Day 4 : Along the dirt road…

June 9, 2016 by Gregory Herpe

This morning, Mimi (in real “mom” to everyone in Happy Chandara, her heart on her sleeve) and I went to visit the family of two little girls from school, living in an astonishing poverty.

The father sells Jasmin in Phnom Penh, but denounced by competitors, he and his wife to spend three weeks in jail; with no money to buy their freedom from the police….

Imagine … Three weeks in a prison in Cambodia for selling jasmine on the streets, only to provide for his family in the greatest need …

They have four daughters (the two largest are at boarding school), the grandmother lives with them, sick, in a single small cabin of wave plates and bamboo on stilts above the stagnant water …

And these people greet you with a smile that you rises your soul…

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It was also an opportunity to see early in the morning flag-raising, and 1000 girls in uniform lend themselves devour their school books.

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They are moving, these children, and I think at my daughter, Agatha, who would hear well with some of these little girls filled with playfulness and malice in their eyes.

The only problem is my Agatha would certainly not like the local breakfast: rice and sardines … Our children, in Europe, do not know how they all have …

I see these young students playing basketball under the banana trees, learning sewing and embroidery, mathematics and Khmer. I cross others, larger, on the stairs, preparing for an English test. We exchange a few words and they show me how well they have learned their lessons. Congratulations girls, congratulations you’re self-sacrificing teachers, and congratulations to Tina, Mimi, Danielle, Denis, all employees and trainees from “Toutes à l’école – All to School” for the great job that I see, never ceasing to marvel…

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These girls, thanks to the association, will not be doomed to the fields like their mother, and their grandmothers before them, but they will become tomorrow’s doctors, architects, teachers, lawyers. Maybe like my partner, SocieteA, legal advisers, who would undoubtedly be moved to see Happy Chandara, I am sure, as both are beautiful people (again thank you Celine Hernandez & Sebastian Mafray!).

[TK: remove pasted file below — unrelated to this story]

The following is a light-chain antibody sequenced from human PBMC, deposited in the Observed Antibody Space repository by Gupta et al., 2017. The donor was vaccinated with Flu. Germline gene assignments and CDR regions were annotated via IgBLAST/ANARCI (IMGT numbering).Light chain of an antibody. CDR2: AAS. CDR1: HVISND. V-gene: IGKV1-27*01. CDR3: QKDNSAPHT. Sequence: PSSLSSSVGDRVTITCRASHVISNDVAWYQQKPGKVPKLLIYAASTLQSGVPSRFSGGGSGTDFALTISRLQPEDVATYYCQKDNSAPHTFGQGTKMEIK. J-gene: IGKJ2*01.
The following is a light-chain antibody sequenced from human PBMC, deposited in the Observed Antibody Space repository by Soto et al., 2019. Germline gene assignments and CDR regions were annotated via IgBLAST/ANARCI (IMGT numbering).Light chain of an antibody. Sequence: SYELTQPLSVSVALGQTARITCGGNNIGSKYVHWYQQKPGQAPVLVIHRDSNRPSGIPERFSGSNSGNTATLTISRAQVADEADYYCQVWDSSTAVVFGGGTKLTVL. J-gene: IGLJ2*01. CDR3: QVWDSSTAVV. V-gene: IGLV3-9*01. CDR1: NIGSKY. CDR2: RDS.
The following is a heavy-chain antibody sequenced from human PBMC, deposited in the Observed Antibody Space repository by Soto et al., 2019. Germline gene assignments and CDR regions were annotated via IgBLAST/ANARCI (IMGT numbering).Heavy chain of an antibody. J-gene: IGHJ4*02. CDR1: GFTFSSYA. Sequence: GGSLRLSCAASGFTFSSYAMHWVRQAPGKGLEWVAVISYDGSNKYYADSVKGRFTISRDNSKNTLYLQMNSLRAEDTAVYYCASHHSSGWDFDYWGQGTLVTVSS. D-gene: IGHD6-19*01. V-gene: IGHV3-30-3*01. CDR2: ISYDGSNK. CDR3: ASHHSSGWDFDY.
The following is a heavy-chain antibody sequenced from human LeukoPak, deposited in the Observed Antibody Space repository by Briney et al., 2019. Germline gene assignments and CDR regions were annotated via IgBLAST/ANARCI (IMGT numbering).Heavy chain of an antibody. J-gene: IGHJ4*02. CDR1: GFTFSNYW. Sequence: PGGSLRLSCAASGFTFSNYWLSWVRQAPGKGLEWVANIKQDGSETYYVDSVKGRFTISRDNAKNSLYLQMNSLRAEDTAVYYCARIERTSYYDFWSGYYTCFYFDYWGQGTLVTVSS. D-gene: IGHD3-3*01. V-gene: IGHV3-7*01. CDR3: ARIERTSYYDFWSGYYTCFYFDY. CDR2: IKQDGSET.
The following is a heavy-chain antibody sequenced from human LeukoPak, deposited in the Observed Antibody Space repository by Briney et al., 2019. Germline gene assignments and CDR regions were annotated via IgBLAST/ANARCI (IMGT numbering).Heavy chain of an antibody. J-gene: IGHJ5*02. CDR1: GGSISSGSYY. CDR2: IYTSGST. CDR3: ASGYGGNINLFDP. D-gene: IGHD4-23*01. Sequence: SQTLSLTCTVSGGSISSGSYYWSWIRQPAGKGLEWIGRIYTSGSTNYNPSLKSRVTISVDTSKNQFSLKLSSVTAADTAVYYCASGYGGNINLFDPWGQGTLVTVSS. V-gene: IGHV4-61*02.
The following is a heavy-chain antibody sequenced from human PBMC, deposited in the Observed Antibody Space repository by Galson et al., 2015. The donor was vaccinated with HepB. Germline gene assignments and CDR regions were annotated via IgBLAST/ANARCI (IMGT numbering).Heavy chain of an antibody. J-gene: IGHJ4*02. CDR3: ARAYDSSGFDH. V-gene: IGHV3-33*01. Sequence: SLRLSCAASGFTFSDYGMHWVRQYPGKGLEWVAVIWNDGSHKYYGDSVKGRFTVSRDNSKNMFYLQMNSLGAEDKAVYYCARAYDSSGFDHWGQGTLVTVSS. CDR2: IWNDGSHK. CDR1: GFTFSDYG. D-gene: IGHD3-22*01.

This afternoon, Denis lent me his mountain bike. How did he even imagine that I could drive on this rickety frame?

Along the dirt road bumpy by the millions of trucks, 4×4, motorcycles who engage on an annual basis, people are living. They are living as best they can that is, of not much, but enough.

Some sell gasoline in old glass liter bottles of Coca-Cola, others sell sodas and beers, of which freshness is questionable. I see barbershops made of bits and pieces, and women seeding jasmine … I meet old men exhausted by the weight of banana bunches (probably several hundred kilos) plodding on mopeds out of another century.

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Entering a small path, attracted by loud music, I run into the preparations of a wedding. Temples, which stand proudly towards the baking sun burning my elegant balding.

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People greet me, and I go towards them, we are discussing they in Khmer myself in French or English, always with the same result: we did not understand a word … but we understand each other anyway!

I mean by that, that they welcome me and I’m interested in them, they smile at me and I smile back. I take pictures, which I show them on my Nikon screen. They love it, they laugh, and then, much like new friends, we separate by making hand signs…

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